Present Value, Future Value, and Interest Rates

The Time Value of Money

An important concept that is the basis for most of finance is the time value of money: money now is worth more than money in the future. This makes sense; you would rather have $100 now than later. But what if I owed you money and I really wanted to postpone the payment? In order to compensate you for your bias toward having money as soon as possible, I would need to pay more than I owed. Otherwise, you might not tolerate a delayed payment. This idea of an extra payment to address time concerns is called interest. There is also a dimension of risk as well. If you had reason to doubt my ability to repay you in the future, you might charge me more interest to compensate for this risk.


Interest is payment at a particular rate for the use of money or for delaying the repayment of money. Interest is typically set at a specific rate and that rate fluctuates based on the amount of time between borrowing and repayment, the risk of default, and other factors determined by the lender.


Interest is at the heart of loans, fixed income securities (think bonds), and financial economics in general. We are familiar with the bank account: you give a certain amount of money to a financial institution, and they compensate you for allowing them to use your money to invest in other assets. What they pay you for keeping your money is interest, and is normally quantified as a percentage of what you deposit with them - an interest rate. Thus, for each $1 deposited at the bank, you will receive \(r\) dollars in interest, where \(r\) is the interest rate quoted by the bank. Note that \(r\) takes the form of a decimal value: 0.05, for instance, and not 5%.

Interest can be paid out in different time intervals - usually monthly, quarterly, yearly or continuously. Also, if you earn some interest in one year, in the next year you will not only earn interest on the initial amount you deposited, but also on the amount you earned the year before. This reflects the idea of compounding interest. We are able to determine how much $1 will be worth in \(t\) years, when compounding \(n\) times per year at an interest rate of \(r\).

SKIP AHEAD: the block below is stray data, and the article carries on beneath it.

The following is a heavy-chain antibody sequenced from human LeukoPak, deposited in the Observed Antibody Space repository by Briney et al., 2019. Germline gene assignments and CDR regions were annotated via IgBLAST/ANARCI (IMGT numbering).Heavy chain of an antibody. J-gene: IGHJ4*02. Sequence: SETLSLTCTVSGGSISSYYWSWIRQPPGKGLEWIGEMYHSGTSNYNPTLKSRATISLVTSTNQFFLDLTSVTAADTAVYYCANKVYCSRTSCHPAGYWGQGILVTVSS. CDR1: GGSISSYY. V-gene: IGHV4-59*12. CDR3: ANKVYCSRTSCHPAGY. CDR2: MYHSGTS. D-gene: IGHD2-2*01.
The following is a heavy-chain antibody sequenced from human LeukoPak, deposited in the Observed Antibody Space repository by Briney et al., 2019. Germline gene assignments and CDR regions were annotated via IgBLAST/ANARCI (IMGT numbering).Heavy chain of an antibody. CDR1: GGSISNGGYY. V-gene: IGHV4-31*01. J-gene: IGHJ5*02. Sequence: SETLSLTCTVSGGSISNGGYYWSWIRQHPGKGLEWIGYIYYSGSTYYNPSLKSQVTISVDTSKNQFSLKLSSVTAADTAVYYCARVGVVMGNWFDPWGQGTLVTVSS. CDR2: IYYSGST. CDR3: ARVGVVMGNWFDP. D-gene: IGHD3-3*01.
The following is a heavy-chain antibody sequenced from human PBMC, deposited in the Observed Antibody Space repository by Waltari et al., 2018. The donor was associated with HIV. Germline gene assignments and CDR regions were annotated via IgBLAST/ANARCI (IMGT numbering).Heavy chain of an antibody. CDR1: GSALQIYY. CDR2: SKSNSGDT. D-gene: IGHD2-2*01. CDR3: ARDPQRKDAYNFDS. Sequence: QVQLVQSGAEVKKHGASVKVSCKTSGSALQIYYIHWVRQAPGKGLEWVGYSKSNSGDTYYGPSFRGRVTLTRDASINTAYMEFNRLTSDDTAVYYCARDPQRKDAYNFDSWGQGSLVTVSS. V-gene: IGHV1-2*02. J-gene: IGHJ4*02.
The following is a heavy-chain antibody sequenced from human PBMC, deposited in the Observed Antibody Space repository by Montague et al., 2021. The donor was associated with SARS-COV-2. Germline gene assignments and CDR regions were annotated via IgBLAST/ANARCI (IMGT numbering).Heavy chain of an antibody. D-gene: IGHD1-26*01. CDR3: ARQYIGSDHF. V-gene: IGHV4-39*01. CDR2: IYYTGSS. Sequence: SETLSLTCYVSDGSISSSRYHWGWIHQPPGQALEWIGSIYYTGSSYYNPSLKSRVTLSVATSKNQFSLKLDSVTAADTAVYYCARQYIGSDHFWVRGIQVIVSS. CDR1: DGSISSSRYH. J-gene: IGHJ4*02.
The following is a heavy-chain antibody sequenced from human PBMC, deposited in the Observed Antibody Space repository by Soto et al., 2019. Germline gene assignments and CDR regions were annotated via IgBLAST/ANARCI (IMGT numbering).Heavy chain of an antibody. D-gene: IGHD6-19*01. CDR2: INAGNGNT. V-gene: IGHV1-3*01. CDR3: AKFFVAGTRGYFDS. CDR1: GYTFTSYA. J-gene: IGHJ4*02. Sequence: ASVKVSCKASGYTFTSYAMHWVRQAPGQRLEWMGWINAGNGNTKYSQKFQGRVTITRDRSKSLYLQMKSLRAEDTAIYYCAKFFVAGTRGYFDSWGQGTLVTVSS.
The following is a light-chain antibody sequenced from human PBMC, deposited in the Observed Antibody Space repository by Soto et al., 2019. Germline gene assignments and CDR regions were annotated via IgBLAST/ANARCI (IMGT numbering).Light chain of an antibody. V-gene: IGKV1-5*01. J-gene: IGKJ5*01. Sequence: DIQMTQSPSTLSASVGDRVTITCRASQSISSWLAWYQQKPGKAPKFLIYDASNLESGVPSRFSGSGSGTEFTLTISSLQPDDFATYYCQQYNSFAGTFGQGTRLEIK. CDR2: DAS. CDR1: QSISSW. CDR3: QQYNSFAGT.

\[\begin{split}\begin{aligned} \text{Value of 1 dollar in } t \text{ years} &= 1 \times \left(1 + \dfrac{r}{n} \right) \times \left(1 + \dfrac{r}{n} \right) \times \cdots \times \left(1 + \dfrac{r}{n} \right) \\ &= 1 \left(1 + \dfrac{r}{n} \right)^{nt} \end{aligned}\end{split}\]

Take a look at the table below for an example of the effects of compounding.

Bank 1: 5% annual compounding

Bank 2: 5% semi-annual compounding

January 2016



July 2016

\(100 \left(1 + \dfrac{0.05}{2} \right) =\) $102.50

January 2017

\(100 (1 + 0.05) =\) $105

\(102.50 \left(1 + \dfrac{0.05}{2} \right) =\) $105.0625

July 2017

\(105.0625 \left(1 + \dfrac{0.05}{2} \right) =\) $107.69

January 2018

\(105 (1 + 0.05) =\) $110.25

\(107.69 \left(1 + \dfrac{0.05}{2} \right) =\) $110.38

Total Percent Change



Notice that instead of a \(5\% \cdot 2 = 10\%\) increase, you end up receiving a 10.25% or 10.38% increase depending on the rate of compounding. This is because the interest you received in the first compounding period (in bank 1’s case, a year, in bank 2’s case, half a year) is added onto your initial deposit, and this new deposit is used for calculating interest in the next period. Thus, even a small amount of money can grow quickly under interest rate compounding.

Present Value, Future Value, and the Discount Factor

An important related concept is the idea of present and future value (which are effectively opposites). We have already discussed future value above. A $100 deposit at bank 1 above has a future value of $110.25 after 2 years. Conversely, an important question frequently asked in finance is the following:

Given an amount of money in the future, what is its fair value today?

In this example, what is the present value of $110.25 at bank 1 two years in the future? Well, from the table above, $100! This idea of present value is essential to the pricing of assets. In general, an asset’s price is the present value of all expected future payments.

\[\begin{split}\begin{aligned} \text{FV of 1 dollar} &= 1 \times \left(1 + \dfrac{r}{n} \right)^{nt} \\ \text{PV of 1 dollar} &= \dfrac{1}{\left(1 + \dfrac{r}{n} \right)^{nt}} \end{aligned}\end{split}\]

We call \(\dfrac{1}{(1 + \frac{r}{n})^{nt}}\) a discount factor. It discounts the value of $1 from the future into today. This ties in with the time value of money. Since a dollar today is worth more than a dollar tomorrow, in order for you to be indifferent between receiving money today or tomorrow, the money you would receive tomorrow has to be discounted into the present by some amount that depends on the interest rate.

\[ \text{PV} = \text{DF} \cdot \text{FV} \]